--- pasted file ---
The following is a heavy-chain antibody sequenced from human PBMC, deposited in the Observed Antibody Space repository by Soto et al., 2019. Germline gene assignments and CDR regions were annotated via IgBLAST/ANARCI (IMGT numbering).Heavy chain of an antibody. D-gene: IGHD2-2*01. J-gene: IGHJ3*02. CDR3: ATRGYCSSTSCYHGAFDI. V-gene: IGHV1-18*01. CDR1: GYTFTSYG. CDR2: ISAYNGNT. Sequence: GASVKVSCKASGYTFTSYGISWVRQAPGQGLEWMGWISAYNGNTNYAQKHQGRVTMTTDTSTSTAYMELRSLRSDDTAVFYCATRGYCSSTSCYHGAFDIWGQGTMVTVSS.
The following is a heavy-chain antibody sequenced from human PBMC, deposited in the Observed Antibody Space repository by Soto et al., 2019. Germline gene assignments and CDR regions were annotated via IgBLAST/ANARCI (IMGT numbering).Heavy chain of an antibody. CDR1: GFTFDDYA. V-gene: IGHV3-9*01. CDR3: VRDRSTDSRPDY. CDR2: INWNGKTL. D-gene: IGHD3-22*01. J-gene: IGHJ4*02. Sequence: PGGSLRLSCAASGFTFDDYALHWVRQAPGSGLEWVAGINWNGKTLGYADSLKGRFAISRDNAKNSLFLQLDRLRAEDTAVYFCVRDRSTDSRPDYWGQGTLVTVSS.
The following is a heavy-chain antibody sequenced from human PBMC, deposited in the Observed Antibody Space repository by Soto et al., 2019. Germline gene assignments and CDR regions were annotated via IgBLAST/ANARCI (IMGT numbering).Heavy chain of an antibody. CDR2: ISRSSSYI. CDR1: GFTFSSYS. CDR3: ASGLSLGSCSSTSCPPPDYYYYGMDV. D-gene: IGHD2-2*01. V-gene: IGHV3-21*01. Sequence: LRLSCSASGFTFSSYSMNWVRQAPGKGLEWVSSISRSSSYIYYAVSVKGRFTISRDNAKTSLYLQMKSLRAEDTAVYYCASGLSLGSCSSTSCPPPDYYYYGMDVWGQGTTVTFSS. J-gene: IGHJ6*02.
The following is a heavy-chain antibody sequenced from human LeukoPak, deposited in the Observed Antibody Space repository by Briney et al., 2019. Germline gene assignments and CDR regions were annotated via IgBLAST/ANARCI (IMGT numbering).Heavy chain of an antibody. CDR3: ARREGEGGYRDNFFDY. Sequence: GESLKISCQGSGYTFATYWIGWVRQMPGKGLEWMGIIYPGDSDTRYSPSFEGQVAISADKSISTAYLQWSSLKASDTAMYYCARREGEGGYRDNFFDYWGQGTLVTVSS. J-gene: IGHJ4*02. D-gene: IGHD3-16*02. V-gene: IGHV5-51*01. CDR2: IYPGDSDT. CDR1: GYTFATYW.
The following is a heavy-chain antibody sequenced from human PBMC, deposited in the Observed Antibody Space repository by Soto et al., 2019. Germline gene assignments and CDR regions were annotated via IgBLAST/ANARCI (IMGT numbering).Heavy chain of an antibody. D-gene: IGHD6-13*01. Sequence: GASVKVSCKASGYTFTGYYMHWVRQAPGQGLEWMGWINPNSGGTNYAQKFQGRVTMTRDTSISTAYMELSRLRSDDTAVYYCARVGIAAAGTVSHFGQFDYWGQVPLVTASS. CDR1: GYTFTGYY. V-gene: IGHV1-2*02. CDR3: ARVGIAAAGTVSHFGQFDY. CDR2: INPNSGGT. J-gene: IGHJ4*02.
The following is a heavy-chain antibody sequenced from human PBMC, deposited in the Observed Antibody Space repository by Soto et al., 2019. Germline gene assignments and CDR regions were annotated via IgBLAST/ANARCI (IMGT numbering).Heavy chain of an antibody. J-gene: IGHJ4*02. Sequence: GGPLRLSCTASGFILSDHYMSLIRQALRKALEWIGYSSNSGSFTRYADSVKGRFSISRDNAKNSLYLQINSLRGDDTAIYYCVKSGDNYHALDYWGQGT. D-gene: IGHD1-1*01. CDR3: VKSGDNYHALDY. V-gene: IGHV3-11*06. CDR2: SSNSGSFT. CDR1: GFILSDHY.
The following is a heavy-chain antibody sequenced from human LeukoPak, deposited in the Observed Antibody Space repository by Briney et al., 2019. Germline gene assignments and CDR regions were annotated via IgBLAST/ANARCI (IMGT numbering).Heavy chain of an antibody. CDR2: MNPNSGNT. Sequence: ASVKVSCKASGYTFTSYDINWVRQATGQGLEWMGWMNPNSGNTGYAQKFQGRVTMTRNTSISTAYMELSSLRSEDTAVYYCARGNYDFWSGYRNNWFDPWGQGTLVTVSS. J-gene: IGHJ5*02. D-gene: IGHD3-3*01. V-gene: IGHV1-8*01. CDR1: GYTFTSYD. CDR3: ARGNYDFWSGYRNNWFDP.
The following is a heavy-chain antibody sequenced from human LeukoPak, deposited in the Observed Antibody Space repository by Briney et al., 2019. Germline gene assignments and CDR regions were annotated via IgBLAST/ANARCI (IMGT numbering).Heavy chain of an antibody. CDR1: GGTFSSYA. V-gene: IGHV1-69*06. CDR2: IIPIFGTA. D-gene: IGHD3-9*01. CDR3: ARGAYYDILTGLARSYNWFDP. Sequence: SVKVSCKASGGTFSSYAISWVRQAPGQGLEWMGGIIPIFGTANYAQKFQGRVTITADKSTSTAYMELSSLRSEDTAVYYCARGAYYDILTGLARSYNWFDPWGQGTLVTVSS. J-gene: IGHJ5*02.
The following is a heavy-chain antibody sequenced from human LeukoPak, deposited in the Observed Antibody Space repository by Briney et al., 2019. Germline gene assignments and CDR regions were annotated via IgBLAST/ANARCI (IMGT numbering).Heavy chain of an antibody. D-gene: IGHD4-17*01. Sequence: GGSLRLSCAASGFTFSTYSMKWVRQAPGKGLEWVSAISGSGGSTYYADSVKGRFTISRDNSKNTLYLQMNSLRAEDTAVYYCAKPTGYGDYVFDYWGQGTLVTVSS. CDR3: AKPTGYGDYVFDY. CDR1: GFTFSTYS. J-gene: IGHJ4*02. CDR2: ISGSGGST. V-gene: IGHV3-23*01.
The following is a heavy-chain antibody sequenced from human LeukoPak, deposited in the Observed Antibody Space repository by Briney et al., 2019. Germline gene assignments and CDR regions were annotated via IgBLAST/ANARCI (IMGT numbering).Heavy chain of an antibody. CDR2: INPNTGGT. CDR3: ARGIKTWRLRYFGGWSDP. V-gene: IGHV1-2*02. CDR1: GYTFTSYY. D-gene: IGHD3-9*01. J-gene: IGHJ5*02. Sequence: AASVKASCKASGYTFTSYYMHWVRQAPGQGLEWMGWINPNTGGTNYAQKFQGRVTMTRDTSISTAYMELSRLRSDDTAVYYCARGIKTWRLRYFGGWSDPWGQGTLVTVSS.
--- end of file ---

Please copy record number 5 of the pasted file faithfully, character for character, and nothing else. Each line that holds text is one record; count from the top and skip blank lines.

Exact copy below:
The following is a heavy-chain antibody sequenced from human PBMC, deposited in the Observed Antibody Space repository by Soto et al., 2019. Germline gene assignments and CDR regions were annotated via IgBLAST/ANARCI (IMGT numbering).Heavy chain of an antibody. D-gene: IGHD6-13*01. Sequence: GASVKVSCKASGYTFTGYYMHWVRQAPGQGLEWMGWINPNSGGTNYAQKFQGRVTMTRDTSISTAYMELSRLRSDDTAVYYCARVGIAAAGTVSHFGQFDYWGQVPLVTASS. CDR1: GYTFTGYY. V-gene: IGHV1-2*02. CDR3: ARVGIAAAGTVSHFGQFDY. CDR2: INPNSGGT. J-gene: IGHJ4*02.